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Treatment free ways to tame your curls

Hair

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Main Image Credit:
The colour studio, The Chapel Tunbridge Wells

Beautiful bouncy curls that are full of shine look great and are often the envy of many. Learning how to tame, and control curls will help you maintain healthy looking hair and avoid unnecessary damage. Maintaining healthy hair between salon visits can give your stylist a strong base to work with when it comes to more intensive treatments: if these are handled incorrectly it can cause long term damage to curls. These styling and haircare tips that you can do at home will ensure you keep curls looking captivating and capable of handling any salon treatment or restyle.

Know your hair

Knowing your hair pattern type can determine the styling and haircare routine you should adopt. The most common types are wavy, curly and coily. Coily hair is mainly tight S or Z shaped curls, and can be quite wiry and dense; this curl type will need a lot of moisture to avoid becoming damaged and frizzy. Contrastingly, wavy hair tends to be a relaxed S shape whilst curly hair appears as a more defined S shape; there are lots of different variations between the groups, plus you also have to take into account things like hair porosity and length. It may take some trial and error, but combining prepping and styling hair products to get the best result will help build a routine that keeps curls looking fabulous. 

Image Credit:
esp2k / Shutterstock.com

Washing

How you wash your hair can make a big difference to your curls. Co-washing is the perfect option to moisturise curls rather than cleansing them with shampoo, which can leave hair dry and frizzy. Washing with just conditioner once a week, or however often required, can maintain shine and nourish your curls. Make sure you keep a cleansing shampoo in your routine; however, curly hair can benefit from its own natural oils so this product should be sparingly used. Additionally, a little coconut oil on the ends of curly hair can be a nourishing treatment for dry brittle tips and split ends.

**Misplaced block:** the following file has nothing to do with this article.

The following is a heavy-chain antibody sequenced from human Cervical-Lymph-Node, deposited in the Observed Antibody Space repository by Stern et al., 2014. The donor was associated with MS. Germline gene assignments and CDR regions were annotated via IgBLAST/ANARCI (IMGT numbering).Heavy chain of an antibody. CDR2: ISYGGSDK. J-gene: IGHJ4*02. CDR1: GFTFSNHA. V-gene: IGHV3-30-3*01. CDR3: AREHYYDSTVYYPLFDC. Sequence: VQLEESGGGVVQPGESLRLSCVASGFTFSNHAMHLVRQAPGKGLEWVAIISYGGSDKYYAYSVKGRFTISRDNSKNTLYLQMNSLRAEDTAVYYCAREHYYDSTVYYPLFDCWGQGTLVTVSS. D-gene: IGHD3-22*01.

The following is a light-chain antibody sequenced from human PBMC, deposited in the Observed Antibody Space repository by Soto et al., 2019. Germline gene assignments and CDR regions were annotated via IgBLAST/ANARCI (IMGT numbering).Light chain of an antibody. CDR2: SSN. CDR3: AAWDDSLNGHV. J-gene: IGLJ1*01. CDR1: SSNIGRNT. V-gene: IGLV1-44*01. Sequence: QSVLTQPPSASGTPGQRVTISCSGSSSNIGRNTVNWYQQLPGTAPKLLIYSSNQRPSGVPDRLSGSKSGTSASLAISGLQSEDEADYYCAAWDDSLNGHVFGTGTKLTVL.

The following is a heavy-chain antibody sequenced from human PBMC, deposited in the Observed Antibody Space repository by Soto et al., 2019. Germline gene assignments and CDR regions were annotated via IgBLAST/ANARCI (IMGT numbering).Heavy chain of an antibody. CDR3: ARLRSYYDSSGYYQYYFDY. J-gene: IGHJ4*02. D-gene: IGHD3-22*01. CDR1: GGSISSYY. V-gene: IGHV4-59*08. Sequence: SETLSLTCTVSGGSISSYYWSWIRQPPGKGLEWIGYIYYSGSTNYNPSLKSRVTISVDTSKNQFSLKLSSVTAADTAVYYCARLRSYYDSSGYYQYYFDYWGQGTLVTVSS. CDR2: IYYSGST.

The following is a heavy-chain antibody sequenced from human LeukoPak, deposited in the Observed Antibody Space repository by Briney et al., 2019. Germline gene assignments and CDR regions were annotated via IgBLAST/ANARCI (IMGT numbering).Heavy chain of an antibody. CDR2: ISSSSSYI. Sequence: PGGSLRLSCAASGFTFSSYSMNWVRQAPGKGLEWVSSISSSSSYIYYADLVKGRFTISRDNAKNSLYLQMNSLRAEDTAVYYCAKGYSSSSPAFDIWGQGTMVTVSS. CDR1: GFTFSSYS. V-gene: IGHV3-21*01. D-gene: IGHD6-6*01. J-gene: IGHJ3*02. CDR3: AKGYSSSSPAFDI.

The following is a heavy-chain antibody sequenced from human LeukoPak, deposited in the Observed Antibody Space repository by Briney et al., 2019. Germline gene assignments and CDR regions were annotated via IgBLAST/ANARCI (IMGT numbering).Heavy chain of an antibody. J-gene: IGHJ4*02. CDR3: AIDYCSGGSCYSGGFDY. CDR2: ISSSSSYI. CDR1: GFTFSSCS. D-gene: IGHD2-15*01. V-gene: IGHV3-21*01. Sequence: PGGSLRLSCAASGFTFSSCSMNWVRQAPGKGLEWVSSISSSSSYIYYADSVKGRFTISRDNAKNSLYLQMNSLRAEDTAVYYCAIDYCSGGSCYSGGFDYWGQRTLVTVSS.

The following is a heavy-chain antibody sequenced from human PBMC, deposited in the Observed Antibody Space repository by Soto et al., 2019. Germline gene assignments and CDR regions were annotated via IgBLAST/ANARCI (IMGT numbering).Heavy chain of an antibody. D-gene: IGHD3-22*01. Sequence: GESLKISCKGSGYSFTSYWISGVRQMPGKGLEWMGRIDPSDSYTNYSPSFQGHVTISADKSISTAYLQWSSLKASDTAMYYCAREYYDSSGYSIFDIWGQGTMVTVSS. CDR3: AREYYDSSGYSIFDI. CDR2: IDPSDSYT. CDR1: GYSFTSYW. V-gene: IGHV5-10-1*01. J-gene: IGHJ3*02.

‘Hair plopping’ is a drying technique that uses no heat. It’s great for those who have naturally curly hair and find that air drying can leave them with frizz. Prep damp hair with a leave-in conditioner and use a wide tooth comb to detangle after washing. Lower your hair onto a cotton towel or an old t-shirt, and wrap tightly. Towels can absorb too much of the hair’s moisture leaving you struggling with frizz. Depending on how thick your hair is, leave for a few hours, or even overnight. When you release your hair you’ll be left with defined curls guaranteed — you can add a little serum to promote shine.

A 50/50 mix of water and leave in conditioner is a quick method of refreshing your curls. Spray through hair and scrunch with your hands. It avoids that crunchy feel, but you’ll find that hair begins to spring back to its curly finest. Popping a hairnet, or cap over curls can help set the style. If you want to twist hair to encourage a curl, go in the direction the hair naturally wants to move. The pattern will be stronger, and it’s definitely beneficial not to fight against the curl’s formation.

Image Credit:
A throwback photo from the 2014 archives! The Chapel training session with Paul Larter

Drying those curls

If you have a busy lifestyle and don’t have a lot of time to let hair dry naturally, using a diffuser on a low heat will dry hair evenly and give volume to curls — adding a little volumising mousse before drying will help maximise this effect. If you want to define your curls, use a tong to take random pieces and create a tighter style. On those days you don’t want to wash and go, spray some light hold product through hair and twist, pinning the hair low to create a bun.

Heated rollers can tame natural curls and add a more glossy finish. They are the ideal styling tool for popping in your hair and then leaving to cool whilst you do your make-up. Remove once cool and use your fingers to comb through hair; a little shine spray will finish the look and show off your curls in all their glory.

When combing hair, start from the ends and work up to your roots. This will help detangle knots towards the ends and avoid painful tugging at the roots of your hair. Work in small sections up to the roots, if your hair is too thick for this. Never use a brush to detangle hair as this disrupts the natural hair pattern and can cause some serious tangles.

Embrace your curls, whether it’s a wave or a ringlet, make the most of what nature gave you. For more information on taming those curls, check out our expert advice section.

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